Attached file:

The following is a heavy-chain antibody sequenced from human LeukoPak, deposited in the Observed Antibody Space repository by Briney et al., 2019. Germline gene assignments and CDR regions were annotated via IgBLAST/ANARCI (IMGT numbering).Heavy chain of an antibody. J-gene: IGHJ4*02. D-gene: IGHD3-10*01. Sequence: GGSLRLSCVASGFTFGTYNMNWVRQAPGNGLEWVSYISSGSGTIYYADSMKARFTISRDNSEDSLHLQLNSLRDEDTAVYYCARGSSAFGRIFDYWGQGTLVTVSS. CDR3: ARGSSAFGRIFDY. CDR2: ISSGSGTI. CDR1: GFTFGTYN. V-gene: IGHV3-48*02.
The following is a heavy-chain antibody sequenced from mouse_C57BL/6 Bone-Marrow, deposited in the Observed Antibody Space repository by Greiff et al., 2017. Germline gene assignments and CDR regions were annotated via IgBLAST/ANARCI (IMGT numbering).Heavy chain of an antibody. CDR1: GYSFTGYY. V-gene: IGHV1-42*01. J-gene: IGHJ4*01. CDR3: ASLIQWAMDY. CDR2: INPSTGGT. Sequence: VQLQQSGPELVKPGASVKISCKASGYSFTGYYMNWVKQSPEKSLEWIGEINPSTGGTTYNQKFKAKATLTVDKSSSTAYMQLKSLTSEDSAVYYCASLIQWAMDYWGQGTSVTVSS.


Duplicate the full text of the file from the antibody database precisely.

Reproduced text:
The following is a heavy-chain antibody sequenced from human LeukoPak, deposited in the Observed Antibody Space repository by Briney et al., 2019. Germline gene assignments and CDR regions were annotated via IgBLAST/ANARCI (IMGT numbering).Heavy chain of an antibody. J-gene: IGHJ4*02. D-gene: IGHD3-10*01. Sequence: GGSLRLSCVASGFTFGTYNMNWVRQAPGNGLEWVSYISSGSGTIYYADSMKARFTISRDNSEDSLHLQLNSLRDEDTAVYYCARGSSAFGRIFDYWGQGTLVTVSS. CDR3: ARGSSAFGRIFDY. CDR2: ISSGSGTI. CDR1: GFTFGTYN. V-gene: IGHV3-48*02.
The following is a heavy-chain antibody sequenced from mouse_C57BL/6 Bone-Marrow, deposited in the Observed Antibody Space repository by Greiff et al., 2017. Germline gene assignments and CDR regions were annotated via IgBLAST/ANARCI (IMGT numbering).Heavy chain of an antibody. CDR1: GYSFTGYY. V-gene: IGHV1-42*01. J-gene: IGHJ4*01. CDR3: ASLIQWAMDY. CDR2: INPSTGGT. Sequence: VQLQQSGPELVKPGASVKISCKASGYSFTGYYMNWVKQSPEKSLEWIGEINPSTGGTTYNQKFKAKATLTVDKSSSTAYMQLKSLTSEDSAVYYCASLIQWAMDYWGQGTSVTVSS.